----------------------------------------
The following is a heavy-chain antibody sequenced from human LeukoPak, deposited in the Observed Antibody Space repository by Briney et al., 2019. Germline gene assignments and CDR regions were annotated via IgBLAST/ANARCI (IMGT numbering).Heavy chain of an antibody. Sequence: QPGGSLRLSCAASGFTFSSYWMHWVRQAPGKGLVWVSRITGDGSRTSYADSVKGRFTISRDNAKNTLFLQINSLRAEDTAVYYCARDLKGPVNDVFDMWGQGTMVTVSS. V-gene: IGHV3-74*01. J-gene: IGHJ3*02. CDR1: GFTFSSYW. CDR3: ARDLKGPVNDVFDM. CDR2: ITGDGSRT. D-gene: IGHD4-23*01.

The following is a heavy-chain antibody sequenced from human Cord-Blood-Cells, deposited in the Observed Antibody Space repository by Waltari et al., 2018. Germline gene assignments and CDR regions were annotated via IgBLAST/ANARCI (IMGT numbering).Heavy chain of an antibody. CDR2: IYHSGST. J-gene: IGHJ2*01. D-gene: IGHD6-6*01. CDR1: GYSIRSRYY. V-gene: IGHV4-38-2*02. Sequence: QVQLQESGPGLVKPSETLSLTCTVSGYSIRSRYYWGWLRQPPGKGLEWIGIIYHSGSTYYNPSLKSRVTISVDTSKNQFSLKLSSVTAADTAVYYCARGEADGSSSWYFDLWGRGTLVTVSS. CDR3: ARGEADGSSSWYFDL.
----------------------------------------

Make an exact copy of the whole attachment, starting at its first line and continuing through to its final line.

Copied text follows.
The following is a heavy-chain antibody sequenced from human LeukoPak, deposited in the Observed Antibody Space repository by Briney et al., 2019. Germline gene assignments and CDR regions were annotated via IgBLAST/ANARCI (IMGT numbering).Heavy chain of an antibody. Sequence: QPGGSLRLSCAASGFTFSSYWMHWVRQAPGKGLVWVSRITGDGSRTSYADSVKGRFTISRDNAKNTLFLQINSLRAEDTAVYYCARDLKGPVNDVFDMWGQGTMVTVSS. V-gene: IGHV3-74*01. J-gene: IGHJ3*02. CDR1: GFTFSSYW. CDR3: ARDLKGPVNDVFDM. CDR2: ITGDGSRT. D-gene: IGHD4-23*01.

The following is a heavy-chain antibody sequenced from human Cord-Blood-Cells, deposited in the Observed Antibody Space repository by Waltari et al., 2018. Germline gene assignments and CDR regions were annotated via IgBLAST/ANARCI (IMGT numbering).Heavy chain of an antibody. CDR2: IYHSGST. J-gene: IGHJ2*01. D-gene: IGHD6-6*01. CDR1: GYSIRSRYY. V-gene: IGHV4-38-2*02. Sequence: QVQLQESGPGLVKPSETLSLTCTVSGYSIRSRYYWGWLRQPPGKGLEWIGIIYHSGSTYYNPSLKSRVTISVDTSKNQFSLKLSSVTAADTAVYYCARGEADGSSSWYFDLWGRGTLVTVSS. CDR3: ARGEADGSSSWYFDL.